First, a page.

New Mexico bill would set felony cargo theft rule

By Keith Goble, Land Line state legislative editor | 1/25/2016

An effort at the New Mexico statehouse would add the state to a short list of states to enact rules intended to discourage cargo theft.

The bill, HB182, from Reps. Bobby Gonzales, D-Taos, and Monica Youngblood, R-Albuquerque, would establish the theft of truck or container cargo as a specific offense and impose significant punishment.

Advocates say that cargo theft by organized crime rings has become a very serious problem across the nation. The FBI says cargo theft causes $15 billion to $30 billion in losses each year.

According to FreightWatch International, in 2015 New Mexico ranked in the top half of states in the number of cargo thefts. California, Florida, Texas, Georgia and New Jersey are in the top five.

The House Rules and Order of Business Committee could soon take up for consideration a bill that would authorize felony charges for offenders of up to nine years in prison and fines up to the value of the property stolen and the cost of recovering the property.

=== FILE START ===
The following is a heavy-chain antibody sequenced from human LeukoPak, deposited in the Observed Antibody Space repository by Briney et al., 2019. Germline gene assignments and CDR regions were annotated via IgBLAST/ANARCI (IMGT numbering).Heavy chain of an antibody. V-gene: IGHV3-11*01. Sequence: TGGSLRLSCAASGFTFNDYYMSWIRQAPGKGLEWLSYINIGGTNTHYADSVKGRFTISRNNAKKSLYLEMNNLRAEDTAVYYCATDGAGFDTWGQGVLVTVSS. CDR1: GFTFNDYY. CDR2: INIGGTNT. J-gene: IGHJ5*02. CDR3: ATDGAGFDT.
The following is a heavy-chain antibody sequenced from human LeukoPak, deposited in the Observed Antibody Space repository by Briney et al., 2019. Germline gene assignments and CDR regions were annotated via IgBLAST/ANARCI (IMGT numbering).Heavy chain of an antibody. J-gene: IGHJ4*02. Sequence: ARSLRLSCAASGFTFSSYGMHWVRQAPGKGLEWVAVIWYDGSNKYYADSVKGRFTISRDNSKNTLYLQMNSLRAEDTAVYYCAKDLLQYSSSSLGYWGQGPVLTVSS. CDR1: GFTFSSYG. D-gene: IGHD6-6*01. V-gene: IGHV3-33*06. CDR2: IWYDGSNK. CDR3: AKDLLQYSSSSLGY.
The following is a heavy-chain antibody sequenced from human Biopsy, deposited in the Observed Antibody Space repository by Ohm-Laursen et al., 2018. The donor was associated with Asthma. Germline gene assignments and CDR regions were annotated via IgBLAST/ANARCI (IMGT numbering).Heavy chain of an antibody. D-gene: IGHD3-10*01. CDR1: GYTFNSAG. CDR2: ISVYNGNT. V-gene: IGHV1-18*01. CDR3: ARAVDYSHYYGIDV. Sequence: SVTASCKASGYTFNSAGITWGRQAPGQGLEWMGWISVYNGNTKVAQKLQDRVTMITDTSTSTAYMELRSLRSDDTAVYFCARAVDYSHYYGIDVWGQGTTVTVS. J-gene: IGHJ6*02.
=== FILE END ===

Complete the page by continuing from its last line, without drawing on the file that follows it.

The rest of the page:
Texas and Georgia already have rules in place that make cargo theft a specific crime with stiff punishment for offenders.

Mike Matousek, OOIDA director of state legislative affairs, said the issue of cargo theft is something that more states need to address.

He points out that cargo theft is bad for truckers, bad for consumers, and bad for the economy.

“When a truck driver becomes a victim of cargo theft, it can be financially devastating,” Matousek said. “Our members, the majority of which are single truck owner-operators, would effectively be out of business.”

The Association encourages New Mexico truckers to contact their state lawmakers and express support for the legislation.

To view other legislative activities of interest for New Mexico, click here.

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